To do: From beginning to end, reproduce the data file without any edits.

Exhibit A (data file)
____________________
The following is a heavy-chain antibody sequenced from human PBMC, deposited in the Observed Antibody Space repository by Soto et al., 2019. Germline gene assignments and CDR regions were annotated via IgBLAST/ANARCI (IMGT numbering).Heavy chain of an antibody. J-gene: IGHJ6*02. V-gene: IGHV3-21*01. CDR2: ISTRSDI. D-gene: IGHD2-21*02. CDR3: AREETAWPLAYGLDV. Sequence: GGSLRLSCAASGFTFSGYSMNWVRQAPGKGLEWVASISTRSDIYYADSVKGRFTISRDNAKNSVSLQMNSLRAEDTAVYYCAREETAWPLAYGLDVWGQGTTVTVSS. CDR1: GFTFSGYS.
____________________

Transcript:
The following is a heavy-chain antibody sequenced from human PBMC, deposited in the Observed Antibody Space repository by Soto et al., 2019. Germline gene assignments and CDR regions were annotated via IgBLAST/ANARCI (IMGT numbering).Heavy chain of an antibody. J-gene: IGHJ6*02. V-gene: IGHV3-21*01. CDR2: ISTRSDI. D-gene: IGHD2-21*02. CDR3: AREETAWPLAYGLDV. Sequence: GGSLRLSCAASGFTFSGYSMNWVRQAPGKGLEWVASISTRSDIYYADSVKGRFTISRDNAKNSVSLQMNSLRAEDTAVYYCAREETAWPLAYGLDVWGQGTTVTVSS. CDR1: GFTFSGYS.